Books: Five to read in May
Need a good book? Surrey-based journalist and author Victoria Scott shares her five all-time favourites.
I first read Brideshead when I was at uni, freshly heartbroken and massively sentimental after the ending of a relationship with my first serious boyfriend. He was a student (and a rower) at Oxford, so Brideshead’s opening chapter, set during Oxford’s rowing competition, Eights Week, was probably at least part of my reason for falling in love with the book. Of course, I later realised there were so many more reasons to love it – its themes of faith, love and the fate of England’s fading aristocracy are brilliantly woven into a very compelling plot.
Joanna Trollope is absolutely brilliant at writing about relationships and their many dramas, and The Choir is my favourite of hers. Set in the claustrophobic world of a British cathedral, she draws you into a plot that might at first meeting seem a little light (whether the cathedral should keep its choir, or not) but in the end, she makes you desperate for justice. I always genuinely care about her characters, and that’s a special gift.
Miss Benson’s Beetle
Rachel Joyce is such a clever writer, and Miss Benson’s Beetle, her latest, is astonishingly good. It’s a real romp through exotic lands, with two vibrant, funny women at its heart. It’s a real adventure, which, given all of the time we’ve spent in lockdown recently, I really needed. It also has a great feminist message, which I adore.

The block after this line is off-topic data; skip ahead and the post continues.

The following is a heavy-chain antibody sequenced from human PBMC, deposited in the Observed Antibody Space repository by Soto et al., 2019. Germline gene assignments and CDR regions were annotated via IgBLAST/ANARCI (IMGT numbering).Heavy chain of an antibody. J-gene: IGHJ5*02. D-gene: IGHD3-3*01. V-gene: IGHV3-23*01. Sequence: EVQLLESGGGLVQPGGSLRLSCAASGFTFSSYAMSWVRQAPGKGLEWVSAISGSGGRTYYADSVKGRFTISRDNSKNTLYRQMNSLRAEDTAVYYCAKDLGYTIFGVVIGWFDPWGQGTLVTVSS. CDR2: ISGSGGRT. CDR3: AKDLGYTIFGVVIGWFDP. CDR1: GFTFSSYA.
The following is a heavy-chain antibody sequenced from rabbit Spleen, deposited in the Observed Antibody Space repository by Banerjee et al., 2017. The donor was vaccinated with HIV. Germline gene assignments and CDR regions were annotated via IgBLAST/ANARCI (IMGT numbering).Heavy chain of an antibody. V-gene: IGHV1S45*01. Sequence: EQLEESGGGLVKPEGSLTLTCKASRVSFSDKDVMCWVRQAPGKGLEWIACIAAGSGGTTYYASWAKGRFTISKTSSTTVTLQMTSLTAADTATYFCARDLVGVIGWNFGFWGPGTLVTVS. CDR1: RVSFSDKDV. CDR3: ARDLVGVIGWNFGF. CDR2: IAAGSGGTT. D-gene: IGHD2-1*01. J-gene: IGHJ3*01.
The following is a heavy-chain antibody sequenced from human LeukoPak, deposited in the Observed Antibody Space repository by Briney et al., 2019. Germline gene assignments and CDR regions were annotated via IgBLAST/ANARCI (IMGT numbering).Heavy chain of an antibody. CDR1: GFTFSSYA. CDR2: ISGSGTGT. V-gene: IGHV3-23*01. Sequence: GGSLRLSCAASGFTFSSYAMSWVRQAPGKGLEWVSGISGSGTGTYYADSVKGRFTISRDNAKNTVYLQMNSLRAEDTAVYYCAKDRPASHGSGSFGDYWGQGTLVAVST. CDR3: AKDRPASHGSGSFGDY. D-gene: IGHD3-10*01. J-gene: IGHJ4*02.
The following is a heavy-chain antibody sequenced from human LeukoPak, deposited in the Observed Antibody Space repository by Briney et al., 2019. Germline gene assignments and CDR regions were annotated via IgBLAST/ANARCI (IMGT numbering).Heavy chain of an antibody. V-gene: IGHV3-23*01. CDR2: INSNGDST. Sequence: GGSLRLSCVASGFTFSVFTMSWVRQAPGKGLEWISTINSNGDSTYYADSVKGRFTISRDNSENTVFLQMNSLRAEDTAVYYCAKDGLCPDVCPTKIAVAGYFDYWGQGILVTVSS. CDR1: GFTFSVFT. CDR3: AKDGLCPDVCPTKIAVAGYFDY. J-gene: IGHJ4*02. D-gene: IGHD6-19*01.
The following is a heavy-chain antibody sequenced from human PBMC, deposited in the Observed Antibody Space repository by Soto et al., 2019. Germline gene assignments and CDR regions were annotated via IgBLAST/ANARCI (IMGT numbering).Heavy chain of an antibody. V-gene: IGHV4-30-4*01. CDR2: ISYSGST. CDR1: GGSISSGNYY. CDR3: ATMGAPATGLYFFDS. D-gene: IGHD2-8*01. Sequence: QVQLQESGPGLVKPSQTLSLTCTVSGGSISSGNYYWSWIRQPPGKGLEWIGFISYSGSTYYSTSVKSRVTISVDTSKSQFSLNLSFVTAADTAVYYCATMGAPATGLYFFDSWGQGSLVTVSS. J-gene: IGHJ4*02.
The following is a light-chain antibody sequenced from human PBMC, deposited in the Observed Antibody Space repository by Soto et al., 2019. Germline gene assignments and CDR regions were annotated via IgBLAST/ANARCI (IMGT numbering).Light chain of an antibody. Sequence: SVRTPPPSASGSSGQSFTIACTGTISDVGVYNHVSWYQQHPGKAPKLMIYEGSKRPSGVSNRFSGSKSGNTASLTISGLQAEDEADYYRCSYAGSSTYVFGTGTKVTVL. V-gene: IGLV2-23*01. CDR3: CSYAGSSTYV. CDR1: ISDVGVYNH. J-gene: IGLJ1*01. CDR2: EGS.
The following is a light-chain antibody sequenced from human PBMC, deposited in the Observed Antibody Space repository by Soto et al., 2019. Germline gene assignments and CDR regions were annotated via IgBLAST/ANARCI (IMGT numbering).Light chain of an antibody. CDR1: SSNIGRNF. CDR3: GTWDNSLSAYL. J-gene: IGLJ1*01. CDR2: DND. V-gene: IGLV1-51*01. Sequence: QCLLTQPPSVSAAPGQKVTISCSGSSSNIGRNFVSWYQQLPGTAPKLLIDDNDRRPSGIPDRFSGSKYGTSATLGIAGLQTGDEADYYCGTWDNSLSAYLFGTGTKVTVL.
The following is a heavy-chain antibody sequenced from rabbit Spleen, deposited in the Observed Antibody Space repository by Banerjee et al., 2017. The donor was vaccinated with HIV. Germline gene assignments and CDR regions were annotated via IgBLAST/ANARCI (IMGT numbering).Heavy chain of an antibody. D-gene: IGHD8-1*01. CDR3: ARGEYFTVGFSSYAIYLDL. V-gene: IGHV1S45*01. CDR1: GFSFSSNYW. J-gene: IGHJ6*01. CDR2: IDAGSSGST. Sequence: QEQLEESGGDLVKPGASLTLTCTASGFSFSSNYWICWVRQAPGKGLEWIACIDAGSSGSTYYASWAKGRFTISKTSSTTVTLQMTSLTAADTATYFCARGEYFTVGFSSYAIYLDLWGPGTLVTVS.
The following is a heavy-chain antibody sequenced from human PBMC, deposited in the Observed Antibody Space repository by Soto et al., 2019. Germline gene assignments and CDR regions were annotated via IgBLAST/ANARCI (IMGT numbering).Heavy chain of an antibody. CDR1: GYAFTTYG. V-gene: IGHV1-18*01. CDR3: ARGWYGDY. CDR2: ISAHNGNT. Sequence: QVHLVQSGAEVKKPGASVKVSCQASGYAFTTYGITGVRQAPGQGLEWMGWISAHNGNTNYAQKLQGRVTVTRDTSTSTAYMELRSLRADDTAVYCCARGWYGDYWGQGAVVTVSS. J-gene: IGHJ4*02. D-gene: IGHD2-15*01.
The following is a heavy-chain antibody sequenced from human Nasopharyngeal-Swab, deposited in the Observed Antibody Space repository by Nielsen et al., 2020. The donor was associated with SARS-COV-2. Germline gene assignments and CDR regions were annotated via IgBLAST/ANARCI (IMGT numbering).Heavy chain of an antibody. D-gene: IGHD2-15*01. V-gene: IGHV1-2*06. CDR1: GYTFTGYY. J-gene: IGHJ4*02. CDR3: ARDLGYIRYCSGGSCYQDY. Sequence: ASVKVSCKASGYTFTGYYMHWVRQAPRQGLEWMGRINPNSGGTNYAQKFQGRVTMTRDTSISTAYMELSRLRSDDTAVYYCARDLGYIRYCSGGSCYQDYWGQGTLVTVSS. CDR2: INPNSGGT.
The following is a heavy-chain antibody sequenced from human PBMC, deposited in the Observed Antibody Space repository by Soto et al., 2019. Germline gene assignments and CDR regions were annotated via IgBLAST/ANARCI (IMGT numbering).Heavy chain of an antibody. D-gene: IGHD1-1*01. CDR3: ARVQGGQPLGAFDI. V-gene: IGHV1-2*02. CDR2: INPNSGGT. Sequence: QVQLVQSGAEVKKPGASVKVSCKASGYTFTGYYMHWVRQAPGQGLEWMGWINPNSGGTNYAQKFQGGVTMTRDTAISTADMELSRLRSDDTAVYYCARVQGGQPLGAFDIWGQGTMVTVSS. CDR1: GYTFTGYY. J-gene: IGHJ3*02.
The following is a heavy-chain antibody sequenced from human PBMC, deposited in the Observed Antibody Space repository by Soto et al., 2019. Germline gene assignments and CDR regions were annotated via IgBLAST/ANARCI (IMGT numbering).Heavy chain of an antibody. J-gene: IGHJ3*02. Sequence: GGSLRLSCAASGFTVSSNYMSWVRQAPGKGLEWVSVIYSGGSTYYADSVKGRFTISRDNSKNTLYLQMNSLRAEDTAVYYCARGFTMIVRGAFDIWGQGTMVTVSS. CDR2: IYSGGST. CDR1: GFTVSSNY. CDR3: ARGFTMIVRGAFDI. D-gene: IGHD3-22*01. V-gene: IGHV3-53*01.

London Belongs to Me
This novel, set in London just before the Second World War, really captures the city and its people during that incredibly tumultuous time. It’s both humorous and sad, and has a Dickensian feeling about it. It’s like a time capsule; reading it feels like sitting in front of a coal fire, wrapped in a tartan blanket, as porcelain mallards fly above the mantelpiece. Love it.
My Sister’s Keeper
Jodi Picoult’s books have been an obsession of mine for years. She takes big issues (topics that, according to Picoult, keep her awake at night) and turns them into gripping dramas with characters you really believe in. I deeply admire her skill, and I race through all of her books, desperate to find out about her characters’ fates while also learning a huge amount at the same time. My debut novel, Patience, is in the same genre. It’s also about a big issue – experimental gene therapy, and how it will affect disabled people’s lives – but it’s also about a family, and their love for each other, and their fears, their heartbreaks and their failures. The novel was inspired by my amazing sister Clare, who has Rett syndrome. She can’t speak, but Patience, the book’s main character, also has Rett, and she gets the voice I imagine my sister has. If readers laugh a little, cry a little and learn a little from Patience, I’ll be delighted.
Victoria Scott is a journalist and author who lives in Shepperton, Surrey. Her debut novel ‘Patience’ will be out in hardback, audio book and e-book on 5 August this year. It’s a story about a family struggling with the decision to put their severely disabled daughter into a high-risk gene therapy trial. You can pre-order it via her website.